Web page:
Smoked chicken wings: Marinate chicken wings in some combination of soy sauce, Worchestershire sauce, and molasses overnight. Smoke long (hours and hours—I'd say at least 6) and low (150° to 175°F), using hickory chunks with charcoal in the first hour or so, then just charcoal, until the meat shrinks back from the ends of the bones.
The Super prefers that the wings be cut into two pieces, tips cut off,
but we didn't bother with that this time.

When we had all the fires going and the iced tea chilling in the fridge, we took a break and had a couple beers. It was ten a.m. Since nobody had shown up yet, we donned work gloves and started pulling out and chopping down the weeds and overgrowth around where the fence would be. I carefully left two blackberry bushes. We ate the four ripe berries we found on them. I also left a lot of the English ivy so I could come back and dig it up later, possibly to plant at the base of the new fence to make it look more, um, verdant.

Here you can kind of see the granite posts we'll use for
some of the fenceline; the rest will be steel posts.

We also started attaching the welded-wire fencing to the existing stone posts using lengths of fourteen-gauge wire. I neglected to take pictures of the fence-building project itself, but you can see some of it on Courtney's blog. One of the Super's coworkers, David, showed up with really good wirecutters and this brilliant Tool for pounding the steel posts into the ground: imagine a tube with one end capped and handles on each side; you slide the tube over the post and bang it down on the top of the post; the tube shape helps guide it so there's no chance you'll miss the post altogether as there is when you're using just a sledgehammer. Probably one fifth of the fence got built yesterday, but David loaned us the Tool to use until we finish the fence ourselves.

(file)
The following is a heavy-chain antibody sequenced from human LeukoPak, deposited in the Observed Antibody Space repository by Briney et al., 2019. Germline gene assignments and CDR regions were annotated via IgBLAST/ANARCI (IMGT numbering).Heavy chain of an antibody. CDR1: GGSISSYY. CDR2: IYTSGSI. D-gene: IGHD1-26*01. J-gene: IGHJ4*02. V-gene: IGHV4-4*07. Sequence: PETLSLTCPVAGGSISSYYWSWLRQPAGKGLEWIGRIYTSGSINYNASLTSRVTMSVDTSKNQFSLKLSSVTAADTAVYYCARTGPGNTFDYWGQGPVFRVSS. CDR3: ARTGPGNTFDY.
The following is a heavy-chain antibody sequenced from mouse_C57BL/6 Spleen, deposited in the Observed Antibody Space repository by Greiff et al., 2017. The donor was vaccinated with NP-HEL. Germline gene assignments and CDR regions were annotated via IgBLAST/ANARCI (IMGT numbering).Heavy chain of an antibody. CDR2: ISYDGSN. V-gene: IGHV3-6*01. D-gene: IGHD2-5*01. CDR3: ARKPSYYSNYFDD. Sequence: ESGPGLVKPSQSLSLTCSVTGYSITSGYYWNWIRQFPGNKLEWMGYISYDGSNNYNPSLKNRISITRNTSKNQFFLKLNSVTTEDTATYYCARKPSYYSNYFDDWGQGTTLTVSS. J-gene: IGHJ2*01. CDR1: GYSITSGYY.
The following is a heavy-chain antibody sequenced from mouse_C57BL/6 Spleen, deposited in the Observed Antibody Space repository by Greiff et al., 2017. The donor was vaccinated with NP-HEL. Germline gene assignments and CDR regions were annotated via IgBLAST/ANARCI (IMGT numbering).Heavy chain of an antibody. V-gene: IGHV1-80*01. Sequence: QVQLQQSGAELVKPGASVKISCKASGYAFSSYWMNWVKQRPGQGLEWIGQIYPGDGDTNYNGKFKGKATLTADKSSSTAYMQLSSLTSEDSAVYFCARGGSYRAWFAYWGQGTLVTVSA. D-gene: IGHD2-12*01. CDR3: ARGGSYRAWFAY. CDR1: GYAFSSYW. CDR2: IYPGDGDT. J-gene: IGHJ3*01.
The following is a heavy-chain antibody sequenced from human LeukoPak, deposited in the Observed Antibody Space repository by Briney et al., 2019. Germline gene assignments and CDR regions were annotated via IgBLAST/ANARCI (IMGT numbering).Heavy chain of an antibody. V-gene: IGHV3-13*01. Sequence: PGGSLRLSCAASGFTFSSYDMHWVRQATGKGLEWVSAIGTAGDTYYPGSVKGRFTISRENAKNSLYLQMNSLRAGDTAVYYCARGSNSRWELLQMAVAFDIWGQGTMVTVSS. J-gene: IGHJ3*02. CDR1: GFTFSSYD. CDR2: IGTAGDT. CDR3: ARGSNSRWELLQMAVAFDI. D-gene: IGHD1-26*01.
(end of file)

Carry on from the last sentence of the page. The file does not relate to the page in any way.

Three knitters in addition to Courtney—Alison, Jenny, and Anne Marie—showed up bearing cookies, strawberry wine from Georgia's own Fox vineyards, and a vanilla infusion that smells absolutely lovely. They were all quite helpful, and Anne Marie in particular seemed to know a thing or two about fencing. Jane from UGA Press came with her husband, Bob; they were kind enough to bring a homemade pound cake, lots of beer, and iced green tea—Jane also gave me a vintage Weave-It set (more on that, I'm sure, when I've had a chance to try it out)! Andrew from the press came with more beer, as did Jon even though (in my understanding) he couldn't do manual labor because it was the day before Pentacost (I may very well have this information wrong). Ben, despite being busy planning a two-week canoe trip down the Oconee, arrived in the evening with two geneticists.

Cooper and Wagner had the time of their lives, and were very well behaved. The NeighborDog spent most of the day with us, which we didn't mind at all until he made off with a goat leg.

Right: back to the goat. It smoked and grilled slowly for about, oh, ten hours? Nice rosy smoke ring. The outer bits were flavorful and extremely chewy—some might even say dry. The inner meat was chewy and less flavorful, and there was still a fair amount of connective tissue that hadn't broken down. I'm guessing that if we'd wrapped the goat in something to keep the moisture in (banana leaves, maguey leaves, rinsed and wrung-out burlap sack?) it would've been better; also the fact that we weren't able to cover the pit very well certainly contributed to the drying-out. The Super plans to make up a sauce, tomato-based probably, to mix into the leftover pulled meat, of which there's a lot, but not as much as you'd expect.


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Anonymous said...